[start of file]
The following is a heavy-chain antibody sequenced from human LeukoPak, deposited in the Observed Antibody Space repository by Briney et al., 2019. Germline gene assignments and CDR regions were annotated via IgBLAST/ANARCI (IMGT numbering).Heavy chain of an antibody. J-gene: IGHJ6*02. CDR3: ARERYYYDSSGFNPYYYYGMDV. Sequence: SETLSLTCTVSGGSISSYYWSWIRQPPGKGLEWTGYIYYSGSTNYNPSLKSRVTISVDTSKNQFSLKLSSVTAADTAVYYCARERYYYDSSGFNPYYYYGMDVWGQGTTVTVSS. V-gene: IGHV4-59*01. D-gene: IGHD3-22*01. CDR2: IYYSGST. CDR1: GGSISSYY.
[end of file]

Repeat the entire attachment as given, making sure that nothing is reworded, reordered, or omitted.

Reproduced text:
The following is a heavy-chain antibody sequenced from human LeukoPak, deposited in the Observed Antibody Space repository by Briney et al., 2019. Germline gene assignments and CDR regions were annotated via IgBLAST/ANARCI (IMGT numbering).Heavy chain of an antibody. J-gene: IGHJ6*02. CDR3: ARERYYYDSSGFNPYYYYGMDV. Sequence: SETLSLTCTVSGGSISSYYWSWIRQPPGKGLEWTGYIYYSGSTNYNPSLKSRVTISVDTSKNQFSLKLSSVTAADTAVYYCARERYYYDSSGFNPYYYYGMDVWGQGTTVTVSS. V-gene: IGHV4-59*01. D-gene: IGHD3-22*01. CDR2: IYYSGST. CDR1: GGSISSYY.